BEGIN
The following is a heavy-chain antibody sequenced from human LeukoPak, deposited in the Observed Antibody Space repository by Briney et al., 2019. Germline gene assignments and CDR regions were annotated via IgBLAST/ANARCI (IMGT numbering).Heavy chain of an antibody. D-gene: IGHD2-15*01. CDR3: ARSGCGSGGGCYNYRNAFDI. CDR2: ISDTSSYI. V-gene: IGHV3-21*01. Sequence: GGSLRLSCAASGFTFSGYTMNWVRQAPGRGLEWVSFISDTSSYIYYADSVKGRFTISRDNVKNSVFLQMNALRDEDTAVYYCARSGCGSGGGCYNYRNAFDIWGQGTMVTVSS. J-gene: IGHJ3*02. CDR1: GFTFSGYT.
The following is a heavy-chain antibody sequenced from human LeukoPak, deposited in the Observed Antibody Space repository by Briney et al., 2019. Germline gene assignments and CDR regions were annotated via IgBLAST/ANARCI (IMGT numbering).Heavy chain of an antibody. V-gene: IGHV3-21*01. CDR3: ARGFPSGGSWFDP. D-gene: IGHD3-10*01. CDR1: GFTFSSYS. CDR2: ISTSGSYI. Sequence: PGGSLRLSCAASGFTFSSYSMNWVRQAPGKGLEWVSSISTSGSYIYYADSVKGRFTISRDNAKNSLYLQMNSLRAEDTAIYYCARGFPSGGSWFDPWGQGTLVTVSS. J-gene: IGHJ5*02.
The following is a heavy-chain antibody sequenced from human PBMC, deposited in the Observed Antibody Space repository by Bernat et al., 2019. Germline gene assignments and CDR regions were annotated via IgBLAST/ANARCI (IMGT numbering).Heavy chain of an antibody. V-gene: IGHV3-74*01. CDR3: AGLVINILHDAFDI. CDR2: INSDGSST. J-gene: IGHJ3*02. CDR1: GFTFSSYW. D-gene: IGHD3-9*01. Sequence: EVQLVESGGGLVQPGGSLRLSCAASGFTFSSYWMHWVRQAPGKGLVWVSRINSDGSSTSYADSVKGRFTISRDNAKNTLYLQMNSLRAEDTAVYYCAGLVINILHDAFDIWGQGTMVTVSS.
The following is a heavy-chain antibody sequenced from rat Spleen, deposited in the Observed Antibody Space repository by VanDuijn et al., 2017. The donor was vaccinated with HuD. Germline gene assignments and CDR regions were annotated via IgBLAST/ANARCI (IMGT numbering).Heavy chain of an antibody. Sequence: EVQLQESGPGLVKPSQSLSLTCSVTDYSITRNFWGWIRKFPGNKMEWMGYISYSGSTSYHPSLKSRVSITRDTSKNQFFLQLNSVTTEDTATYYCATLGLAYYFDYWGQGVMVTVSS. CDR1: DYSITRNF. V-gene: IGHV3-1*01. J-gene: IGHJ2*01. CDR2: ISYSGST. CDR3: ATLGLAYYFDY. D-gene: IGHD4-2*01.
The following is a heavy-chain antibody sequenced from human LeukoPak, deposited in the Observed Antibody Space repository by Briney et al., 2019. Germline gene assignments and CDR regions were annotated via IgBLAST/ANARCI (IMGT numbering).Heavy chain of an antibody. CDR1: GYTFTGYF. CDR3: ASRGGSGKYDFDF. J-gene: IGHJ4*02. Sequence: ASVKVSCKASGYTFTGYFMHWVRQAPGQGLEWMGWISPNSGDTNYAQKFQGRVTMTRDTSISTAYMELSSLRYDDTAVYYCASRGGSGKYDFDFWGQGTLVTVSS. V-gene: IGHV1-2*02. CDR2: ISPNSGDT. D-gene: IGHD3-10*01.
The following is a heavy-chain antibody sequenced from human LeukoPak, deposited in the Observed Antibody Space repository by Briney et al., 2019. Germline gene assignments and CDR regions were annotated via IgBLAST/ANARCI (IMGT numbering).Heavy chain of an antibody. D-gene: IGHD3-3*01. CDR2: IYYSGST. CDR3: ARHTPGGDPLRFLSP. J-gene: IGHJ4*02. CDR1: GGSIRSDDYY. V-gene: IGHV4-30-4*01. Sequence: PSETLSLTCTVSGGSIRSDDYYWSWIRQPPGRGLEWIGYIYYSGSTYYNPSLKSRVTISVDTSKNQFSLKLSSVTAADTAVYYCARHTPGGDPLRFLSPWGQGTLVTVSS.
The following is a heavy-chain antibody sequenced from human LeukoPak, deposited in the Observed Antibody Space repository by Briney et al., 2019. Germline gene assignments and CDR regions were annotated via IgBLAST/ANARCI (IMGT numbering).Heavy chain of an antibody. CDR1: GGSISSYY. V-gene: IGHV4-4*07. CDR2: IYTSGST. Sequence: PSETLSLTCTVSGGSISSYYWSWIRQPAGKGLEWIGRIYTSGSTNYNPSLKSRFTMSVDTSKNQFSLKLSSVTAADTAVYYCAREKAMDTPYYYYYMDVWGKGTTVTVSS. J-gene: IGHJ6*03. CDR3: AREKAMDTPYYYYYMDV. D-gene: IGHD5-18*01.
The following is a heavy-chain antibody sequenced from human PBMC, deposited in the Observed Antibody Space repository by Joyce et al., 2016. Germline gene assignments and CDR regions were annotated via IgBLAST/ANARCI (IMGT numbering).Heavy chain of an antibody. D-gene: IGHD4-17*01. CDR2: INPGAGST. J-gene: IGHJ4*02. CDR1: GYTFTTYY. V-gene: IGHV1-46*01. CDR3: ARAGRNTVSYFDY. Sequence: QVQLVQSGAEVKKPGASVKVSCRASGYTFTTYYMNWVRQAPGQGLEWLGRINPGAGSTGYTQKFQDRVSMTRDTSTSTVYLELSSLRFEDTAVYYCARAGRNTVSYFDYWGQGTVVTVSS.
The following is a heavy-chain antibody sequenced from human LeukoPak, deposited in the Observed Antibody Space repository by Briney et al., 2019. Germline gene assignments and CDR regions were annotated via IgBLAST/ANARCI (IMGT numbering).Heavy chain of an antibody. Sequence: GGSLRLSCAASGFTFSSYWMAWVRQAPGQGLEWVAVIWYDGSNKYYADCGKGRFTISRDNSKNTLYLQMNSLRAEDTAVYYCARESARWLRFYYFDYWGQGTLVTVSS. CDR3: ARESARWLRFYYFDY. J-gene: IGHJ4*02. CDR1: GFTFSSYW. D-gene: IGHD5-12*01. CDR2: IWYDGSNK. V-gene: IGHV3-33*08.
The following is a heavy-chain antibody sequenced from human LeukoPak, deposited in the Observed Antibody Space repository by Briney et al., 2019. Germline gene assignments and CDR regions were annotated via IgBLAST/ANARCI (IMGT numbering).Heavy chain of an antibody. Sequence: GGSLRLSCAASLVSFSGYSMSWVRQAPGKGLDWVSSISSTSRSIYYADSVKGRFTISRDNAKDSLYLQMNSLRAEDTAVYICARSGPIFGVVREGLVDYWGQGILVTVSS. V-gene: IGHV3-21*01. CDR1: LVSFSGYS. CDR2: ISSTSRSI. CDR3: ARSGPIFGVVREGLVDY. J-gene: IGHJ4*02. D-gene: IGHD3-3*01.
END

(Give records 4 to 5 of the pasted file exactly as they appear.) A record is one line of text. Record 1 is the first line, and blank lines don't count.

The following is a heavy-chain antibody sequenced from rat Spleen, deposited in the Observed Antibody Space repository by VanDuijn et al., 2017. The donor was vaccinated with HuD. Germline gene assignments and CDR regions were annotated via IgBLAST/ANARCI (IMGT numbering).Heavy chain of an antibody. Sequence: EVQLQESGPGLVKPSQSLSLTCSVTDYSITRNFWGWIRKFPGNKMEWMGYISYSGSTSYHPSLKSRVSITRDTSKNQFFLQLNSVTTEDTATYYCATLGLAYYFDYWGQGVMVTVSS. CDR1: DYSITRNF. V-gene: IGHV3-1*01. J-gene: IGHJ2*01. CDR2: ISYSGST. CDR3: ATLGLAYYFDY. D-gene: IGHD4-2*01.
The following is a heavy-chain antibody sequenced from human LeukoPak, deposited in the Observed Antibody Space repository by Briney et al., 2019. Germline gene assignments and CDR regions were annotated via IgBLAST/ANARCI (IMGT numbering).Heavy chain of an antibody. CDR1: GYTFTGYF. CDR3: ASRGGSGKYDFDF. J-gene: IGHJ4*02. Sequence: ASVKVSCKASGYTFTGYFMHWVRQAPGQGLEWMGWISPNSGDTNYAQKFQGRVTMTRDTSISTAYMELSSLRYDDTAVYYCASRGGSGKYDFDFWGQGTLVTVSS. V-gene: IGHV1-2*02. CDR2: ISPNSGDT. D-gene: IGHD3-10*01.